APR: your source for nuclear news and analysis since April 16, 2010

Thursday, April 7, 2011

Thursday.... JAIF data and comments related.

In a press release that we find to be not altogether unamusing, given our previous posts here regarding Newsweek and the Boston Globe, the JAIF news commentary relates that the Japanese Foreign Minister publicly complained about foreign news media making "exaggerated and excessive" reports. He added that they should make objective and cool-headed reports, and correct errors.

I'm entirely positive he hasn't seen this blog. (Note: Speaking of foreign nationals reading this blog, we added a YAHOO translator box to allow people everywhere to easily read this blog.... except in China, where we, like anything else technical from the West, are blocked.)

Buried down further in the daily JAIF press reporting is the fact that the water level in the trench at No. 2 plant ... and by this we mean the pipe tunnel outside ... has risen 5 centimeters (about two inches) in the last 24 hours. Clearly, this has something more to do with the stoppage of the leak by the sodium silicate injection at the shore than anything else. There is one meter to go (about one yard) before the trench would overflow. Time and again we've said here that the real solution to the seawater contamination (which by the way at the same spot which was so famously measured at 7.5 million times the limit is now 140,000 times the limit and decreasing exponentially all the time) is not the stoppage of this, or of that, leak, but rather the cessation of feed and bleed cooling methods and the substitution of normal recirculating cooling flow.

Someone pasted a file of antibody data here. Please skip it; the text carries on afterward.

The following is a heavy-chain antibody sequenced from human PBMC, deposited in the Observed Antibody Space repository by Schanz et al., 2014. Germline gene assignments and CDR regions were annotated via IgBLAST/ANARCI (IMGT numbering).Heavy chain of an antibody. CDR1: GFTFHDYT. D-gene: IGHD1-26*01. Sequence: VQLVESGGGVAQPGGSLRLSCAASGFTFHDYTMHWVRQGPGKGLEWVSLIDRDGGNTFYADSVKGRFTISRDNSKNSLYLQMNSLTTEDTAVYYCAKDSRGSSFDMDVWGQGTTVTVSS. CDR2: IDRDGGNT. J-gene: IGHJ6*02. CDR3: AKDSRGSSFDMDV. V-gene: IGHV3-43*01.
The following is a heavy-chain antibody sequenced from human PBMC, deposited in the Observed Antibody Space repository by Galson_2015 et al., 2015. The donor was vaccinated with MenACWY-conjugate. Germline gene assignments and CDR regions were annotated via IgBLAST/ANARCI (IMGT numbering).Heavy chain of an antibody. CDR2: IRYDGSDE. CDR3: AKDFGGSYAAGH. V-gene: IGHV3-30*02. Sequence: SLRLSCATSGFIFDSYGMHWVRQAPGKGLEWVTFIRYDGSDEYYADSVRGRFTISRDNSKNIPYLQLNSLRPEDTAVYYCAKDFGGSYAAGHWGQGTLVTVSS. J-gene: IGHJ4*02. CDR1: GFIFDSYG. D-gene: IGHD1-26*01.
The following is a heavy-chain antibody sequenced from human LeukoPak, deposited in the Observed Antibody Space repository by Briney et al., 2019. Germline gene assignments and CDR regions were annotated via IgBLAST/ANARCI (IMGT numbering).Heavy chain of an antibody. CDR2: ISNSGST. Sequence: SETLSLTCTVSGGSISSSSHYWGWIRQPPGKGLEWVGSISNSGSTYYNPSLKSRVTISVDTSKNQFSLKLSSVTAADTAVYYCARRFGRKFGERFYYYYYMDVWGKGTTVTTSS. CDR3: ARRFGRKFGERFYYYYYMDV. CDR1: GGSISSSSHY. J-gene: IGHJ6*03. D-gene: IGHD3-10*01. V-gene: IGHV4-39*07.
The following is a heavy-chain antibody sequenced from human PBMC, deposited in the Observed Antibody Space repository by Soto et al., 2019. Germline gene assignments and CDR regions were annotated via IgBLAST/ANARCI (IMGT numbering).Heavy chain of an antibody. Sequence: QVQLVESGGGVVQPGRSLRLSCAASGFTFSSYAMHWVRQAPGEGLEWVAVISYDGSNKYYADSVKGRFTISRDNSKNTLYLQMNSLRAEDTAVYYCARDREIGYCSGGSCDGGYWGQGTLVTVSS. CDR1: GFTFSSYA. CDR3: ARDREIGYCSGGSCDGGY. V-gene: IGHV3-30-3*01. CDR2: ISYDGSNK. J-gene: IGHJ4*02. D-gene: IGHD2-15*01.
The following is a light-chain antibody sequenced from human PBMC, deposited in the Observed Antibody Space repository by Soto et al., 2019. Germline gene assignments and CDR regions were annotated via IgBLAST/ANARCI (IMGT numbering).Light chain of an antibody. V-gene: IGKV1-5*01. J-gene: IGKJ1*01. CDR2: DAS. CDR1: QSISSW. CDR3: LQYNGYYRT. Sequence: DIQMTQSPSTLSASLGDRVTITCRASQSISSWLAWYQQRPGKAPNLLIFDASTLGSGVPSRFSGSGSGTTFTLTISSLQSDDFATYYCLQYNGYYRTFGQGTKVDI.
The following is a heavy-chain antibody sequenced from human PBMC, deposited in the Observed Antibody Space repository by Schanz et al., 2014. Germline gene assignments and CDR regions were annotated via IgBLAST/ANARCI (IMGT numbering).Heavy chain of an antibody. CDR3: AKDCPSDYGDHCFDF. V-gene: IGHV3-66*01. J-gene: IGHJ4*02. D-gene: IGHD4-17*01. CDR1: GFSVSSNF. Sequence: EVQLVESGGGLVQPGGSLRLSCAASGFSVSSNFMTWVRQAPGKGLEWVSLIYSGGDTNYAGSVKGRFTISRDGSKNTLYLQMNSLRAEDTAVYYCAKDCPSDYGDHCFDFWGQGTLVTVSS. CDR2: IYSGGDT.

Note: We keep saying that, and soon we'll put up some diagrams to show just what kinds of systems this uses. TEPCO really needs reliable AC power throughout the plant, not just for lighting and remote I&C but to run large electric motors before this method is actually workable. Further, it needs piping integrity for primary coolant and seawater system integrity to take the heat load from the primary and give it off to sea, since there are no cooling towers or air-blast coolers at the site.

5:00 PM Eastern Thursday 4/7


  1. Given the state of the site, is piping integrity even remote plausible?
    Would it not be preferable to run a leaky recirculation system to the current feed and bleed?

  2. It sure could be all right, given their construction standards but frankly no one is going to know until they can get in and around all of the equipment. However, it is certainly possible to rig up any number of substitute routings and even supply alternate sources of water than the original piping. What's needed is to DO it, and get off the feed and bleed.

  3. In a normal shutdown, just how much power does the cooling system and other associated 'parasitic' loads actually use?

  4. How about they bring in a verticle driller that can lay a lined pipe and go thru the concrete into the pressure vessel at the top and inject faster and take the water to be processed, while surrounding the entire building with concrete to contain the leaks and create a larger pool inside? Whatever small leaks that get into the sea are not going to matter much and they dont have to deal with hazardous pipe connections

  5. @electrictruffle: I can't find any good figures for those plants over there but I can't imagine it's any more than 2000 KW per plant. For PWR's with which I'm far more familiar, plant electrical load is still fairly high when shut down... no feed pumps and no condensate pumps running, and less air handling load but still not small.

    @andrewedwardjudd: No one wants to create another opening in a pressure vessel, much less increase the amount of effluent. Further, burying the plant in concrete sounds like a bad idea to me.

  6. @electrictruffle: Just found a new TEPCO press release today 5/2 that gives, for example, a shutdown power requirement for Kashiwazaki Kariwa No. 1 of just under 500 KW.